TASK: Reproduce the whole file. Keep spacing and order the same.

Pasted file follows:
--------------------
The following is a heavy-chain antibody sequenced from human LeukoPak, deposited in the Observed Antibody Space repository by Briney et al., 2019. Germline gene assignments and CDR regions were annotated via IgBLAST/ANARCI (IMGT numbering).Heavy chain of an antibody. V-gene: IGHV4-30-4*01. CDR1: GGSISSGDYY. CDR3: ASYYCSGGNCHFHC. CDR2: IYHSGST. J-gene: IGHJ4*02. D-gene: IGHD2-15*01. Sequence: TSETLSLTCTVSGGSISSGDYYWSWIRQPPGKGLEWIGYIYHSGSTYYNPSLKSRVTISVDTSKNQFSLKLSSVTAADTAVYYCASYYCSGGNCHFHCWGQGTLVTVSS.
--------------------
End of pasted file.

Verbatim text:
The following is a heavy-chain antibody sequenced from human LeukoPak, deposited in the Observed Antibody Space repository by Briney et al., 2019. Germline gene assignments and CDR regions were annotated via IgBLAST/ANARCI (IMGT numbering).Heavy chain of an antibody. V-gene: IGHV4-30-4*01. CDR1: GGSISSGDYY. CDR3: ASYYCSGGNCHFHC. CDR2: IYHSGST. J-gene: IGHJ4*02. D-gene: IGHD2-15*01. Sequence: TSETLSLTCTVSGGSISSGDYYWSWIRQPPGKGLEWIGYIYHSGSTYYNPSLKSRVTISVDTSKNQFSLKLSSVTAADTAVYYCASYYCSGGNCHFHCWGQGTLVTVSS.